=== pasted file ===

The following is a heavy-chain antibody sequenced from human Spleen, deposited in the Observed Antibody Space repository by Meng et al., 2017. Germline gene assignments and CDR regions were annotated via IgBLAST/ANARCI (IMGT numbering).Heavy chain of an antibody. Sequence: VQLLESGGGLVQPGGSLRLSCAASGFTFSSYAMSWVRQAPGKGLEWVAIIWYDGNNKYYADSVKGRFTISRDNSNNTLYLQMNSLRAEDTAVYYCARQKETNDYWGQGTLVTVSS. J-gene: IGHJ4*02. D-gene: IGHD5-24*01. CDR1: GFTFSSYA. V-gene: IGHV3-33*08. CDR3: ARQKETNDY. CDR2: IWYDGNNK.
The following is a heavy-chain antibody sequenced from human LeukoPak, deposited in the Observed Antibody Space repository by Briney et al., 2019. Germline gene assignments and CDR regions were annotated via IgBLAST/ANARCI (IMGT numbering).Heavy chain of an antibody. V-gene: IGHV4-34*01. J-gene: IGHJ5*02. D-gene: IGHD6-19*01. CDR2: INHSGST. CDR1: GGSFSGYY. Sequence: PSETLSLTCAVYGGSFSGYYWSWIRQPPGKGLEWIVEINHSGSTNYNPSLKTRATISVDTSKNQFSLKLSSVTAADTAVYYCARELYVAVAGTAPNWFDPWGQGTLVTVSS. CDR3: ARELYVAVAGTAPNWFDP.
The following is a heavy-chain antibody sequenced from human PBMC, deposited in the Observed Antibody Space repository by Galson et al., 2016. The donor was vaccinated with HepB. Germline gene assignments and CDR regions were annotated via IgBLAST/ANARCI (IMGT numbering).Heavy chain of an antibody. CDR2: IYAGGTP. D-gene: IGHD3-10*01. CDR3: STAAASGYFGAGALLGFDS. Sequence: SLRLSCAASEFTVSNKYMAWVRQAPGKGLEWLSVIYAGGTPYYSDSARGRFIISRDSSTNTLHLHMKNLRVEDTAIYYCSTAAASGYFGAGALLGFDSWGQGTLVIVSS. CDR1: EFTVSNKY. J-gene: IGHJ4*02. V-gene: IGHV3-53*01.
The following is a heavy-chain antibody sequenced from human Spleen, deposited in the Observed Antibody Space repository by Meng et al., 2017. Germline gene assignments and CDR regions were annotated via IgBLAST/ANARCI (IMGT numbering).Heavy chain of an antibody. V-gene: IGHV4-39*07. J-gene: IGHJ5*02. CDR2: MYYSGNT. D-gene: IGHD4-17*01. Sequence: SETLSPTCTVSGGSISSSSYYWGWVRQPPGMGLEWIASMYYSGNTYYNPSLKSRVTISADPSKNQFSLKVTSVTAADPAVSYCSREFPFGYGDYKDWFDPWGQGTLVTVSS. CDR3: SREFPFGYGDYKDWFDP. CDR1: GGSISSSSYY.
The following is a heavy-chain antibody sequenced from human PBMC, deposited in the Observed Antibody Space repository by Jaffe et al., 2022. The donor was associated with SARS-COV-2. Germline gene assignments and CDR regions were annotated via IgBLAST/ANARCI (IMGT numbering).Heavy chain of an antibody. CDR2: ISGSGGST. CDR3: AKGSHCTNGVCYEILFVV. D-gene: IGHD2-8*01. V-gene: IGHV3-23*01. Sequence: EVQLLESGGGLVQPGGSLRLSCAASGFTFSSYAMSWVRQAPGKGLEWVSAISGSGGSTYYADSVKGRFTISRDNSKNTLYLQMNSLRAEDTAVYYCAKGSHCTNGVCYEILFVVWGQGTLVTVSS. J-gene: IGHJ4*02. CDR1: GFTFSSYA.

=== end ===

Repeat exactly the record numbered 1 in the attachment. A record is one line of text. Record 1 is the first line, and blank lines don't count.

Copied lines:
The following is a heavy-chain antibody sequenced from human Spleen, deposited in the Observed Antibody Space repository by Meng et al., 2017. Germline gene assignments and CDR regions were annotated via IgBLAST/ANARCI (IMGT numbering).Heavy chain of an antibody. Sequence: VQLLESGGGLVQPGGSLRLSCAASGFTFSSYAMSWVRQAPGKGLEWVAIIWYDGNNKYYADSVKGRFTISRDNSNNTLYLQMNSLRAEDTAVYYCARQKETNDYWGQGTLVTVSS. J-gene: IGHJ4*02. D-gene: IGHD5-24*01. CDR1: GFTFSSYA. V-gene: IGHV3-33*08. CDR3: ARQKETNDY. CDR2: IWYDGNNK.